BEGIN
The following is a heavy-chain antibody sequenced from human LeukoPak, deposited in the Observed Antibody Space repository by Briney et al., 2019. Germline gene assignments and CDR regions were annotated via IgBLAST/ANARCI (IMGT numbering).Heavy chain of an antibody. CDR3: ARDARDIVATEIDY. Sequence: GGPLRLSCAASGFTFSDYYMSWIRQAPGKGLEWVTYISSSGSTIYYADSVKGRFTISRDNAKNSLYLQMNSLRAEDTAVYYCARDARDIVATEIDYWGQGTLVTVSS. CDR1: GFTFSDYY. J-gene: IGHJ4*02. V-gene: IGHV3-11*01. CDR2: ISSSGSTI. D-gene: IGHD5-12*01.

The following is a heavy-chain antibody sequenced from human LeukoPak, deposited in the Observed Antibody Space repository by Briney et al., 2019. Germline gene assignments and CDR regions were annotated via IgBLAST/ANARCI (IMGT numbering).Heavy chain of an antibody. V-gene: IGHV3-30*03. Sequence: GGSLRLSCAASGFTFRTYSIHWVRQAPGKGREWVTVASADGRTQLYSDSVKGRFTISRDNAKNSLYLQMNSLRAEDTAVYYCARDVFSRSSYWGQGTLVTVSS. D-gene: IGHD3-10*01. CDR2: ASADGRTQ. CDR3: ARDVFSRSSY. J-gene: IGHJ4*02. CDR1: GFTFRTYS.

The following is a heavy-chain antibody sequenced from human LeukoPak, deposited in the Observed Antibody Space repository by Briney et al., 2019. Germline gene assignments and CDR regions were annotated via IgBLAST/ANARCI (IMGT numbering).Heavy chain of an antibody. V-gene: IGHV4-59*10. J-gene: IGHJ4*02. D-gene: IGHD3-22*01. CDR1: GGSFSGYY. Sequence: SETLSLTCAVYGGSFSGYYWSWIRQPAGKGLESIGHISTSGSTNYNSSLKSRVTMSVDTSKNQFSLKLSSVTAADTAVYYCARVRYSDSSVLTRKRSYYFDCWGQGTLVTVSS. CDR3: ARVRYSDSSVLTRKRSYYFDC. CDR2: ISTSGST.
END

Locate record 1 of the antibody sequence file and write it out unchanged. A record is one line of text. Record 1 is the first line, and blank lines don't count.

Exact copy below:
The following is a heavy-chain antibody sequenced from human LeukoPak, deposited in the Observed Antibody Space repository by Briney et al., 2019. Germline gene assignments and CDR regions were annotated via IgBLAST/ANARCI (IMGT numbering).Heavy chain of an antibody. CDR3: ARDARDIVATEIDY. Sequence: GGPLRLSCAASGFTFSDYYMSWIRQAPGKGLEWVTYISSSGSTIYYADSVKGRFTISRDNAKNSLYLQMNSLRAEDTAVYYCARDARDIVATEIDYWGQGTLVTVSS. CDR1: GFTFSDYY. J-gene: IGHJ4*02. V-gene: IGHV3-11*01. CDR2: ISSSGSTI. D-gene: IGHD5-12*01.